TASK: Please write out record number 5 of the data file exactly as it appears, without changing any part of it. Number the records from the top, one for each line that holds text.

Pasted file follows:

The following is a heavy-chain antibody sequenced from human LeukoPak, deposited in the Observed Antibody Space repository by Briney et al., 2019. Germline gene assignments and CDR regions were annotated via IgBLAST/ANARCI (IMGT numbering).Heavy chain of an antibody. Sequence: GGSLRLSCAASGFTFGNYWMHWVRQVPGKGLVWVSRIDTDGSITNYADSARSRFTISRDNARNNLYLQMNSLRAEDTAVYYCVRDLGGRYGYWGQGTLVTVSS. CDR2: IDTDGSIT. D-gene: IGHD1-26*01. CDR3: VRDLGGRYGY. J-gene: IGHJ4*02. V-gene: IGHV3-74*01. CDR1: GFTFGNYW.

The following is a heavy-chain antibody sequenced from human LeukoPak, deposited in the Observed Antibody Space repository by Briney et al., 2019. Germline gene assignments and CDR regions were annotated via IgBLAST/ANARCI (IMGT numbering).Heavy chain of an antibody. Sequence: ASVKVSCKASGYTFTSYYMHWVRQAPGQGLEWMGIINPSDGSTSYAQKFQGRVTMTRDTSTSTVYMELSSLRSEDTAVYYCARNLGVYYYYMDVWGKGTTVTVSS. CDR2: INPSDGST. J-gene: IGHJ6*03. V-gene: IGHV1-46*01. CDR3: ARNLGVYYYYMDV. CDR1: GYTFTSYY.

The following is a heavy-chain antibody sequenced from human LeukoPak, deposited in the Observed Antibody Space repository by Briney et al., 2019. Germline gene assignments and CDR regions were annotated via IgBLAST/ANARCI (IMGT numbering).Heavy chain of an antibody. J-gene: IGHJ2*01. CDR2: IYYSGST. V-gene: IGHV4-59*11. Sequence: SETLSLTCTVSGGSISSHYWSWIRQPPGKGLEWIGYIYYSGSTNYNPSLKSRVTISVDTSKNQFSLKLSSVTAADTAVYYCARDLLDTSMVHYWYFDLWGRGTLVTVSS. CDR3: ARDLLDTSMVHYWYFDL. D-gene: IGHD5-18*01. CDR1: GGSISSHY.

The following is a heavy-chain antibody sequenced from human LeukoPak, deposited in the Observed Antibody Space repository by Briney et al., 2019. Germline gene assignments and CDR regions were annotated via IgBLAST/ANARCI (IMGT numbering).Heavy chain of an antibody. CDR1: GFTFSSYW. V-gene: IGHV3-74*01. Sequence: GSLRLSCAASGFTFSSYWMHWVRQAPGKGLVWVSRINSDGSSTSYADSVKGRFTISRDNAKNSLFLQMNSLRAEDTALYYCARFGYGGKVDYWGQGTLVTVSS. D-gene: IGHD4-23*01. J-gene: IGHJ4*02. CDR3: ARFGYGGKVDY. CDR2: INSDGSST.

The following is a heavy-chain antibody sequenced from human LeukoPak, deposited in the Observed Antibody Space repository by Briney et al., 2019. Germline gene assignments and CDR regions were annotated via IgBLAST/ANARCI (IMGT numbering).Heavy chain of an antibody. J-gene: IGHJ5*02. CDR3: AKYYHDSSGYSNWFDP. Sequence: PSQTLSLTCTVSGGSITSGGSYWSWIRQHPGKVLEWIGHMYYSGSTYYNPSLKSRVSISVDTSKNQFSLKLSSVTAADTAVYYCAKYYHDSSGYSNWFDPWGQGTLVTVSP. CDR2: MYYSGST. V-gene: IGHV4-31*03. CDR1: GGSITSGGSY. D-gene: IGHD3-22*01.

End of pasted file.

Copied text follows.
The following is a heavy-chain antibody sequenced from human LeukoPak, deposited in the Observed Antibody Space repository by Briney et al., 2019. Germline gene assignments and CDR regions were annotated via IgBLAST/ANARCI (IMGT numbering).Heavy chain of an antibody. J-gene: IGHJ5*02. CDR3: AKYYHDSSGYSNWFDP. Sequence: PSQTLSLTCTVSGGSITSGGSYWSWIRQHPGKVLEWIGHMYYSGSTYYNPSLKSRVSISVDTSKNQFSLKLSSVTAADTAVYYCAKYYHDSSGYSNWFDPWGQGTLVTVSP. CDR2: MYYSGST. V-gene: IGHV4-31*03. CDR1: GGSITSGGSY. D-gene: IGHD3-22*01.